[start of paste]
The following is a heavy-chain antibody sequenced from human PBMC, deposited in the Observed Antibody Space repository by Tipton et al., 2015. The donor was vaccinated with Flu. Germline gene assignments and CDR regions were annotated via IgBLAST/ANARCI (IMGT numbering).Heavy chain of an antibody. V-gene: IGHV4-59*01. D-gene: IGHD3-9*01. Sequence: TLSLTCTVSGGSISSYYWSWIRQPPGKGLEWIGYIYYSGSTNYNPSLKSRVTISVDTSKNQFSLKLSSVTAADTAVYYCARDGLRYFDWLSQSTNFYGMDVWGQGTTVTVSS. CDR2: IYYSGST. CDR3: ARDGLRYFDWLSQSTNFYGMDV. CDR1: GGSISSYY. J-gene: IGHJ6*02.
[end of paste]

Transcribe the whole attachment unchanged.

The following is a heavy-chain antibody sequenced from human PBMC, deposited in the Observed Antibody Space repository by Tipton et al., 2015. The donor was vaccinated with Flu. Germline gene assignments and CDR regions were annotated via IgBLAST/ANARCI (IMGT numbering).Heavy chain of an antibody. V-gene: IGHV4-59*01. D-gene: IGHD3-9*01. Sequence: TLSLTCTVSGGSISSYYWSWIRQPPGKGLEWIGYIYYSGSTNYNPSLKSRVTISVDTSKNQFSLKLSSVTAADTAVYYCARDGLRYFDWLSQSTNFYGMDVWGQGTTVTVSS. CDR2: IYYSGST. CDR3: ARDGLRYFDWLSQSTNFYGMDV. CDR1: GGSISSYY. J-gene: IGHJ6*02.